Through this essay, Lakoff aims to reveal the “euphemistic, never-aggressive way of talking” that many women feel compelled to use, and how this can be detrimental to women professionally and socially.
Lakoff brings up the dangers of “tag questions,” which are a mixture of non-assertive statements and questions. For example, instead of saying, “The weather is bad today,” one would say, “The weather is bad today, isn’t it?” Rather than making an assertive claim that the weather is bad, a tag question lets the other person to make the decision. Tag questions show a lack of confidence and “allow a speaker to avoid commitment, and thereby avoid conflict with the addressee.”
Larkoff’s tone is somewhat angered, but also very academic. She uses examples from history and the professional world, especially in her discussion of the term “lady.” She notes that “lady” or “girl” commonly replaces “woman,” because this term was historically seen as too sexual or embarrassing. By supporting her claims with examples of common phrases, and keeping an academic tone, she avoids sounding like simply an angry person who wants to stir up trouble. In doing this, she gives herself ethos and shows that she is not just making claims; real change in ways of speaking needs to happen.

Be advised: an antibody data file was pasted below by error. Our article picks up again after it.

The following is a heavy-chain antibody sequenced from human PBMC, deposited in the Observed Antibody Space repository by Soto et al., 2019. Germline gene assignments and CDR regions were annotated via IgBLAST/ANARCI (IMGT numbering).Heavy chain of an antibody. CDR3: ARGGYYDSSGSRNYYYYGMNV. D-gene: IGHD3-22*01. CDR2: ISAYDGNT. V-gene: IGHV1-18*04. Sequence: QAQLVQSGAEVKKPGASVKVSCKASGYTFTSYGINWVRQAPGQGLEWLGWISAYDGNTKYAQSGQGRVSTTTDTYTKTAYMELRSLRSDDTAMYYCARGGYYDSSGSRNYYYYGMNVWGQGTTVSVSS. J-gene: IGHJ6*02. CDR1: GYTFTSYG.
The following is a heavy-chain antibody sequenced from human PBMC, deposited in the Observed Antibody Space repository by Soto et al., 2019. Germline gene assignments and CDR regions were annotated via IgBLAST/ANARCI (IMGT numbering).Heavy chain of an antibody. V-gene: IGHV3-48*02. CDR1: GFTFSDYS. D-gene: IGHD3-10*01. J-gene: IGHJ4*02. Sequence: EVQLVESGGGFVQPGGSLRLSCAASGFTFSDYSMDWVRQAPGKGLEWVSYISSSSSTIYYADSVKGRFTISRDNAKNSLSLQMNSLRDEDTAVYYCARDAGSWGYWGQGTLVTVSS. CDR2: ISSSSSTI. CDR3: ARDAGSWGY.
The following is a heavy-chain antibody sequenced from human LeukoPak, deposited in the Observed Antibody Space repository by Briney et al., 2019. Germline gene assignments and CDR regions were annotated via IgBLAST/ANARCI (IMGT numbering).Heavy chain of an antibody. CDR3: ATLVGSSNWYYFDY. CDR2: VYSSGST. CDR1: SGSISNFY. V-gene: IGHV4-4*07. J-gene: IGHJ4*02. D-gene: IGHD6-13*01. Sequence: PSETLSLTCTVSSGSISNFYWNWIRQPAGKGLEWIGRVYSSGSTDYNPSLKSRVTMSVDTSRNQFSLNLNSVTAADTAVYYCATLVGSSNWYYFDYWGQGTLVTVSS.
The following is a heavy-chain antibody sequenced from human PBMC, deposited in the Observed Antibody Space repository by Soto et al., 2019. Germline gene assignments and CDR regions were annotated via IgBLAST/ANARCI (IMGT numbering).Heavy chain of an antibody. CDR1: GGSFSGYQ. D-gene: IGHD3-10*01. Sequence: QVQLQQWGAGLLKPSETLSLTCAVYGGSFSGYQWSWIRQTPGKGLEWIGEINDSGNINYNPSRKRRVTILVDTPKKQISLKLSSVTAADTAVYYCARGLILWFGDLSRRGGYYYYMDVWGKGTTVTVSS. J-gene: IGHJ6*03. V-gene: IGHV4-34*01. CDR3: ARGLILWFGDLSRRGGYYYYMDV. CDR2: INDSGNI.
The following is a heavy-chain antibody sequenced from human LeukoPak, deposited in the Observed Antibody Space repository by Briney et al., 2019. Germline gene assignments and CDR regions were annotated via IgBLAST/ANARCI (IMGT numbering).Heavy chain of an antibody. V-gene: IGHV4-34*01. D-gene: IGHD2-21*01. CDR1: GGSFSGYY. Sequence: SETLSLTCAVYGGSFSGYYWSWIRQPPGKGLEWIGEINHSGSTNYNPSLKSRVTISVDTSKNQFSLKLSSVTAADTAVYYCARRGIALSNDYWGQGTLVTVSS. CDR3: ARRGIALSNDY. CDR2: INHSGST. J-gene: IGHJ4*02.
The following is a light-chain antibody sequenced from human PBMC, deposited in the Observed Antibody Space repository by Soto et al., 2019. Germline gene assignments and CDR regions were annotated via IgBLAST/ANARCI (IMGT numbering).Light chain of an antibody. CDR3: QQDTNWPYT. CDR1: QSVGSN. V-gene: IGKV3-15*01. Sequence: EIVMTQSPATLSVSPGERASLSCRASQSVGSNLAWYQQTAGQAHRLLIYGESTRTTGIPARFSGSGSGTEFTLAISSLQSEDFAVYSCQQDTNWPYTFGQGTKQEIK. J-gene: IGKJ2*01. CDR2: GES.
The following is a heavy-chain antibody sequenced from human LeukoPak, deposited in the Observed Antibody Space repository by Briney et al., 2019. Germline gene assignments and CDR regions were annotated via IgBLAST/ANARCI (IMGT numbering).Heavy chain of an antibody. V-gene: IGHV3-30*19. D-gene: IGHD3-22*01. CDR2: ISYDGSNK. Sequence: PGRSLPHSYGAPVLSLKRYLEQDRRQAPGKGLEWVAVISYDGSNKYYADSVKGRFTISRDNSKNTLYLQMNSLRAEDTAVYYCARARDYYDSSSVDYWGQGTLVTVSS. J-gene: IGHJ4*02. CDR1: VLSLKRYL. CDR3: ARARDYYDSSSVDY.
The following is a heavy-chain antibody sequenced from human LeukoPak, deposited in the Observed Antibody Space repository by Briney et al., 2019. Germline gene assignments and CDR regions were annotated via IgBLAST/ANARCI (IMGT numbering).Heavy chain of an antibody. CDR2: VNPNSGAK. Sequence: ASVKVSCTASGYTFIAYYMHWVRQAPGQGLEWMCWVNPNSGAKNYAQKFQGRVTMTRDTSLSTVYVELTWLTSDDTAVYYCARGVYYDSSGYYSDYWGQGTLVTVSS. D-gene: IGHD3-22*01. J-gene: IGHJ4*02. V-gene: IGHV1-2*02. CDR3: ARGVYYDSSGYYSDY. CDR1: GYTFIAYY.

The essay seems to end very abruptly, and leaves the reader no advice on how to combat the idea that women must have polite, nonabrasive ways of speech, but simply states that “In more ways than one, it is time to speak up,” but about what exactly? A lack of a suggested solution is a problem with many activist essays; however, as Olivia Short pointed out in our discussion, this piece was written in the 1970s, what is often considered the start of modern feminism, this essay would have been groundbreaking and likely the first of its kind. At this point a solution may not have been clear.